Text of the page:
The Showroom

Cybernetic Resistance: Feminism, the Archive and the first Internet Café

Performance night, 11 November, 6–9 pm
Open Day, 12 November, 12–6 pm

A project by Brenda Guesnet and Kiona Hagen Niehaus the recipients of the 2016 Women’s Art Library and Feminist Review Living with Make: Art in the Archive Research Bursary, supported by The Showroom

<Download the event poster/handout here>

‘Cybernetic Resistance’ evokes ‘CYBERIA’, the first Internet Café of its kind, founded in London in 1994 as a space for women to share skills and resources surrounding the use of the web. This two-day event at The Showroom revisits this optimistic feminist moment as a setting for performances, artworks and public conversations, exploring whether the Internet Café can help us to imagine a utopian space for specific communities to gather and organise towards their respective goals.

Performance Night, 11 November, 6–9 pm
Join us for a reception with performances by Kiona Hagen Niehaus, Erica Scourti, and Paul Maheke. The artists imagine a communal sense of belonging by intertwining instant and mediated forms of communication, blurring the boundaries of physical and digital presence.

Open Day, 12 November, 12–6 pm
Visit the Internet Café with works by Kiona Hagen Niehaus and others, explore documents from the Women’s Art Library, attend public conversations with various local organisers, and contribute to an ‘Internet Café Kit’ that will be stored permanently in the Women’s Art Library and be downloadable online.

Public conversation schedule
Brenda Guesnet and Kiona Hagen Niehaus interview local organisations involved in feminist, queer, and anti-austerity activism about their own politics of space-making and their potential relationship to a utopian Internet Café. These informal talks aim to activate the communal space and are open to the public to attend and participate in.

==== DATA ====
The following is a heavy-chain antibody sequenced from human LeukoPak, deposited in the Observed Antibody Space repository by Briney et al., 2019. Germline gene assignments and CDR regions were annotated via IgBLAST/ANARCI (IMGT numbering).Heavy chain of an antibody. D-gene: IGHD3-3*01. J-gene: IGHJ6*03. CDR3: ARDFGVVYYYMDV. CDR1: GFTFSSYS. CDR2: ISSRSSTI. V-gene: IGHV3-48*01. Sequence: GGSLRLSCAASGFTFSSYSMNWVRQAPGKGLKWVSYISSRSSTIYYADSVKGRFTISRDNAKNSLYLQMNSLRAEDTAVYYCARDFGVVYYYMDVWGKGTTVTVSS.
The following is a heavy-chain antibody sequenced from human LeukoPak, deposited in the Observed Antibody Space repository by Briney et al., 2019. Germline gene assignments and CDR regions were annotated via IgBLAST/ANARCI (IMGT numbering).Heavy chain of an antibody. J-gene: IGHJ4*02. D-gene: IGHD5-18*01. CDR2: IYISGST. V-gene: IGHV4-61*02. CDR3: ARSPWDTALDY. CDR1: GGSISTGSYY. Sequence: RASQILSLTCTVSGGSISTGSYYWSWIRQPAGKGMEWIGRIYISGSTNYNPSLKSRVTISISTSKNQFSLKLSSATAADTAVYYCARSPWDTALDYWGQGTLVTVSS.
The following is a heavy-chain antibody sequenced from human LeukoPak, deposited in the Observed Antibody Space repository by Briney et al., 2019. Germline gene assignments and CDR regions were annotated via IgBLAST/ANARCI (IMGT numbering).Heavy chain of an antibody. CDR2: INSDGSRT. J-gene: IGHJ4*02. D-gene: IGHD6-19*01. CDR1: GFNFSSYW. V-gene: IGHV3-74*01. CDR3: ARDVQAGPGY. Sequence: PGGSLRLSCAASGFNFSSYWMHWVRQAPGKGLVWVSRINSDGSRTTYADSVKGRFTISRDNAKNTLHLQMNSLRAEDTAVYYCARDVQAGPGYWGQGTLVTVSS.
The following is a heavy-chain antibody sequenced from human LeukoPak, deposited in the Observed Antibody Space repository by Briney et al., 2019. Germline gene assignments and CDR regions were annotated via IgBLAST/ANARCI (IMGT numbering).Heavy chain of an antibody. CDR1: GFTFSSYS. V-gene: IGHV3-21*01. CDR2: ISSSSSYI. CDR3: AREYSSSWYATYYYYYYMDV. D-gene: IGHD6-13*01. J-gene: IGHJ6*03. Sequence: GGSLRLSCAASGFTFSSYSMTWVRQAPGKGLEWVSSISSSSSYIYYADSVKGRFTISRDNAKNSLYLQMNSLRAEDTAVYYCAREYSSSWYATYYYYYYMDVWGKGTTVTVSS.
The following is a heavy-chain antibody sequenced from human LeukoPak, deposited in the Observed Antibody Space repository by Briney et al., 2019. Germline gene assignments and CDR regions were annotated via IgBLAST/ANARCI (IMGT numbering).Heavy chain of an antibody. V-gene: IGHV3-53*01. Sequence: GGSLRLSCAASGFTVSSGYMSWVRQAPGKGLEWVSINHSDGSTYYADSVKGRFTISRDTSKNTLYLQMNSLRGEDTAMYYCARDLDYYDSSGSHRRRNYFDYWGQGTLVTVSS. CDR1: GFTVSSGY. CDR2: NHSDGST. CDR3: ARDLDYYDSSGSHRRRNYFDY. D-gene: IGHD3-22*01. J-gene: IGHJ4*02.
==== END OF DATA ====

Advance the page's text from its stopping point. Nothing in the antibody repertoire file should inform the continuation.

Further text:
1 - 1.45 pm: Aviah Sarah Day and Rosamund Liebeskind, Sisters Uncut
2 - 2.45 pm: Phoenix Perry, Code Liberation
3 - 3.45 pm: Sex Worker Open University
4.30 - 5.15 pm: Xana

Ever heard of CYBERIA? Judging by the small, blurry, picture of its shop front, paired with a cringe-inducing pun for a name, we might easily draw the conclusion that it was nothing more than a geeky gimmick.

In fact, CYBERIA marks a striking moment in the mid-90’s: it was the first commercial Internet Café in the world. Founded by Polish MA student Eva Pascoe and located in the heart of London, CYBERIA was set up specifically as a space for women to share knowledge and resources surrounding the strange new world that was the Internet in 1994. Although the café quickly became so popular that the women-only policy was abandoned, the project resonates with the optimism many feminists had at the time regarding online spaces and virtual reality. These technologies seemed to offer the possibility to escape the restrictions of our bodies and the oppressions imposed upon them, and to inhabit a world where anything, including a feminist utopia, was possible.

More than twenty years later, Internet Cafés are disappearing spaces by many definitions. Most of us no longer have to be physically present in a specific room in order to be online, and it has become impossible to draw a clear line between our ‘virtual’ and our ‘offline’ lives. And while online spaces have certainly allowed many groups within feminism to form and thrive, we also know that power imbalances in the ‘real world’ are reproduced, if not heightened, on virtual platforms.

We therefore ask if the Internet Café, in the initial spirit of CYBERIA, can function (again) as a common, utopian space for communities to share ideas, tools and knowledge, as well as to have access, through the Internet, to resources that lie outside of its physical space. Is it possible to recover ‘the Internet’ as a common good? Is this useful or worthwhile to artists and organisers involved in feminist, queer, anti-racist work? In short, can we envision a community-oriented, cybernetic resistance in our contemporary urban context? This ongoing investigation is showcased through a prototype Internet Café space, artworks, performances, and public conversations with experts and activists. The public is invited to contribute ideas and objects to an ‘Internet Café Kit’, which will be permanently stored in the Women’s Art Library and loanable to anyone who wishes to use it, as well as downloadable online.